There’s a glimpse of the Puppy Mansion, a miniature mansion for her countless tiny dogs. Then a shot of American Dad on a television—‘I watch the same TV shows as you. I too have an irreverent sense of humor. I am one of you. You can relate to me.’ In the next shot, Paris leans back, dips her head forward, and turns her hips slightly as she looks into the mirror, hand curled in a dainty wave. Her t-shirt has a pink heart on it. This will be a recurring motif. Already, she’s crafting her image, her all-important “brand”, while still conveying so much beyond it. Behind her, we see an enormous stuffed bear, a pillow made to look like lips, and an extravagant chandelier. Stuffed animals, dogs, cats—means of fulfilling her need for uncomplicated, unconditional love. Next, we see a heart sticker that reads “I Love You”, but it’s placed on a mirror, signifying the message isn’t directed at us, but at herself via us. “I love you,” she says into this mirror each morning, though it has no effect. Next, a few shots of the dogs, all toy breeds genetically selected to resemble stuffed animals like the ones on the couch. And then in wild climactic ecstasy, she allows the dogs to crawl onto her and lick her face. ‘Saturate my every molecule with your love,’ she thinks. ‘Please fill the void.’
In a dimly lit biodome, we start with a POV shot of a crowd of fans and curious onlookers. For a moment, we see the world as Paris sees it, the unhinged worship/appalled fascination by the public, cameras flashing like strobe lights. Next, she turns the camera on herself to show her reaction to the attention: pure glee, comfortable in her element. Once again, she thrusts her hips out, rotates her body 45 degrees away from the camera, and tilts her head slightly forward. She also gives an open mouthed smile to convey: ‘having my image scorched into the public consciousness is a never ending delight.’ Next, we see shots of a giant screen showing stylishly edited footage of Paris surrounded by paparazzi. So Paris, while surrounded by paparazzi, vines a TV showing another time Paris was surrounded by paparazzi. These paparazzi are photographing Paris filming the paparazzi photographing Paris. Images within images. Reflections reflecting reflections. Vine-ception. The mind recoils in horror.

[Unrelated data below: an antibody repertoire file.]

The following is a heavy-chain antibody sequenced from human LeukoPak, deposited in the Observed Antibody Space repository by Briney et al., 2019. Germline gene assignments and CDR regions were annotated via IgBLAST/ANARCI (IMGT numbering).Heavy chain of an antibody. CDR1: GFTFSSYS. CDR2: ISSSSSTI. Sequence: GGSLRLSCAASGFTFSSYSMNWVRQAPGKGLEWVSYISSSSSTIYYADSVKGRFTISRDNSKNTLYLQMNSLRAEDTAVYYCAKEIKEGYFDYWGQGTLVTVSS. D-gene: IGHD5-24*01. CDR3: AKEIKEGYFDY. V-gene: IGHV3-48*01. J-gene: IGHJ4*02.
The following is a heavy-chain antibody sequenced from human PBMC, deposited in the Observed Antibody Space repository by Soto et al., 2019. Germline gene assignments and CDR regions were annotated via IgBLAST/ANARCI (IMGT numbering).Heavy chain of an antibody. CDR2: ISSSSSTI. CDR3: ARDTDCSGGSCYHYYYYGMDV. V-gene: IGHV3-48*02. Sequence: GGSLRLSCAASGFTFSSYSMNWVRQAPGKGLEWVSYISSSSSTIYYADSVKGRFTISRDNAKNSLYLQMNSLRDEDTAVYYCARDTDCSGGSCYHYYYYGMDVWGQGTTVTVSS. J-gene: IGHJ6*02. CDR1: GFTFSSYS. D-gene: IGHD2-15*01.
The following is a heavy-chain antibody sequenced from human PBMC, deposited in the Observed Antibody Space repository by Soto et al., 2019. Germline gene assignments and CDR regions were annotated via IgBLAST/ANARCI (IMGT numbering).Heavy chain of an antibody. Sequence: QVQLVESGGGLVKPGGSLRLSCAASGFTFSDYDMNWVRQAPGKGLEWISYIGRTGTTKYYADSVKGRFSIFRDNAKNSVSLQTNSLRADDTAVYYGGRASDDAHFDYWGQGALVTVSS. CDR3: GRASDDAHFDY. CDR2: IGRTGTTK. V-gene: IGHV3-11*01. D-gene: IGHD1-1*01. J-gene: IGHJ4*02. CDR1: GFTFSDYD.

Still in the Harrah’s biodome, the crowd now has light-up sticks, which they wave enthusiastically while also looking totally bored. Several film Paris with perfunctory interest, while one man near the front only stares down at his phone, the thrill of celebrity proximity having long since worn off. Next, Paris turns the camera back on herself revealing that since the previous vine, she’s put on sunglasses, even though it’s nighttime and also pretty dark. Cut back to the giant screen: it now shows a dour black-and-white Paris with her arms crossed in front of her as if to say, “What the hell do YOU want?” Her eyes are blackened with makeup, and her goofy pigtails contradict the obstinate facial expression. A shot of nothing, then the crowd again, and then Paris, grinning now, with her arm posed jauntily behind her head. The crowd nearby continues taking photographs of her vining herself, heedless of how close they are to inciting a total universal implosion.
A dog sits on its custom-made puppy-sized leather chair, gazing haughtily at the camera. Like so much associated with Paris, the walls are a pepto-bismol pink. As the dog hops off its thrones, we cut to another dog hurtling in from a balcony through a puppy-sized sliding glass door, and then, in a series of quick edits, Paris hugs two dogs, then one, then three, then is surrounded by dogs, swarmed by dogs. Seeing a giant Paris Hiton sitting in a miniature dog mansion like Alice in Wonderland is a vision of purest, darkest madness. As you watch the scene play out a couple times, you realize, with rising horror, someone actually assisted in the filmmaking process.
“Follow me to my tiny puppy mansion and vine me hugging the puppies,” she must have told someone with a grave facial expression.
“But it’s 3AM, Paris. Can’t we do it tomorrow?”
“No. It has to be now.”
“Shut up and put the puppy in this tiny chair.”
A few vines in, Paris experiments with a more comedic style, using the always hilarious technique of narrating her pets’ inner thoughts. Of course, by this point, having seen the puppy mansion and her frequent references to “my babies”, we know she’s prone to anthropomorphizing. But her fascination with self-image and reflection also seems connected to her love of animals, these creatures in which we can’t help but perceive “personalities” but which are actually only reflections of our own inner psyches. Their inability to express themselves invites interpretation by the owners, and thus, like a Ouija board, they’re molded by our subconscious.
And not to be pedantic, but her editing is pretty sloppy. The transition from can opening to “this is delicious” is way too jarring. Another observation: she feeds her pets expensive canned food. This is a recurring motif, her lavish treatment of the pets; e.g., beggin strips, fancy food, toys, etc. And although she varies her vocal pitch to differentiate the different animals, she only has two voices: high pitched cute voice and low pitched raspy voice. Worse still, one cat has the same raspy voice as the dogs, which makes no sense whatsoever. All the cats should have high pitched cute voice to contrast with the dogs’ low pitched raspy voice. That just makes more sense in terms of scene construction.